Lights will take the form of spots around the wall augmented by ‘clouds’ – clusters of spots on suspended platforms – placed above carefully selected areas in the live room, enabling different moods and degrees of lighting for sessions. For example, if we’re cutting vocals, we can choose to illuminate only the area above the singer. If a full band or orchestra is recorded, the entire live room can be brightly lit or dimmed for effect. And so on.
Variacs are large transformers with groovy knobs that are sunk into the wall and control the amount of voltage fed to the spots, thereby providing accurate control over the brightness of various lighting clusters. Although many studios use more modern electronic dimmers, these can occasionally cause high pitched audio interference and so, in my book, should be avoided. The problem is that variacs are bulky, generate heat and require special mounting frames to dissipate the heat. And all this costs – at least another two thousand. I hadn’t anticipated this, hoping we could recycle variacs from one of the many classic studios that have closed in recent years. Sadly, all my efforts to locate drew a blank.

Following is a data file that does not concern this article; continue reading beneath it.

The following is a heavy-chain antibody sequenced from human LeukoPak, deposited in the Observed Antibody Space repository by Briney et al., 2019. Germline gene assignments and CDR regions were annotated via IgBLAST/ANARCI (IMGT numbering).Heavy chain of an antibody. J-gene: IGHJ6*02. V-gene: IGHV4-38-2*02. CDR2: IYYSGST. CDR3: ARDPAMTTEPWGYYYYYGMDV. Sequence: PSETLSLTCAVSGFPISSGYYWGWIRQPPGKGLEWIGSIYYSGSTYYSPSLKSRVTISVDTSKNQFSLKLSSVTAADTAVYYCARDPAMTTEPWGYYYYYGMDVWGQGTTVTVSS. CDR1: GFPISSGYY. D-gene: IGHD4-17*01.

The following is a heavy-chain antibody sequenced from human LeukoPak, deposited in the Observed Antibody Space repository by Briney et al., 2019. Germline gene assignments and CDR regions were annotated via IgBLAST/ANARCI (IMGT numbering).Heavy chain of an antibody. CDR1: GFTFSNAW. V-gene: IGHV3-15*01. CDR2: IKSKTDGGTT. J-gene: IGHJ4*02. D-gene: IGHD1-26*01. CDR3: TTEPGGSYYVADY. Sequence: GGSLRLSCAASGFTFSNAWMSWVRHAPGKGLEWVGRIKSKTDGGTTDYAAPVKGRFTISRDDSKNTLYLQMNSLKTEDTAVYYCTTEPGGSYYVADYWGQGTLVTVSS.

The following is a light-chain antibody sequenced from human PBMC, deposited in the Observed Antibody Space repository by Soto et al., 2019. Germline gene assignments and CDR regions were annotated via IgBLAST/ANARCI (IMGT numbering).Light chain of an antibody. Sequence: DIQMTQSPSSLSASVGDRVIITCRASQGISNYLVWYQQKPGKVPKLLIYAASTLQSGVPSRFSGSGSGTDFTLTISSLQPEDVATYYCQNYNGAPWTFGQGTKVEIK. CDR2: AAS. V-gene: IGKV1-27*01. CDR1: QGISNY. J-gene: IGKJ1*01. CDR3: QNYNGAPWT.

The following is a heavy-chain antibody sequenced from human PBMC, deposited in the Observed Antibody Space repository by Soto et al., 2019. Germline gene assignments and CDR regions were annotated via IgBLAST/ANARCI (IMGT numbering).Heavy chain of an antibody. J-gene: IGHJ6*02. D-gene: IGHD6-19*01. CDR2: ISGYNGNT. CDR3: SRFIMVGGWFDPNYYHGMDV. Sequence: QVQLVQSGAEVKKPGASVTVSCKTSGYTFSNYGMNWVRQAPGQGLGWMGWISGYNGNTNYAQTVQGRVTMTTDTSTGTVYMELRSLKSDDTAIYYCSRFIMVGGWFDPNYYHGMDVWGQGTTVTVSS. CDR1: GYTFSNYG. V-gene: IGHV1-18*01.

More dosh gone…
And now the contingency kitty is about to be cleaned out by a personal indulgence, albeit one that I believe will be justified several times over.
As the build has progressed, I’ve become ever more aware of the need for a solid floor capable of doing the live room justice. After all, this will be a creative space and house a splendid collection of instruments and (hopefully) an equally splendid variety of creative musicians. I can hardly invite them to pour out their collective souls bouncing around on an imitation stripped pine floor from B+Q. I therefore examined options and decided that we had to have a solid, traditional oak floor, ideally reclaimed.
A little research confirmed that there was more to laying a real oak floor than met the eye. Apart from finding and affording the right oak, specialist skills are needed to prepare and lay.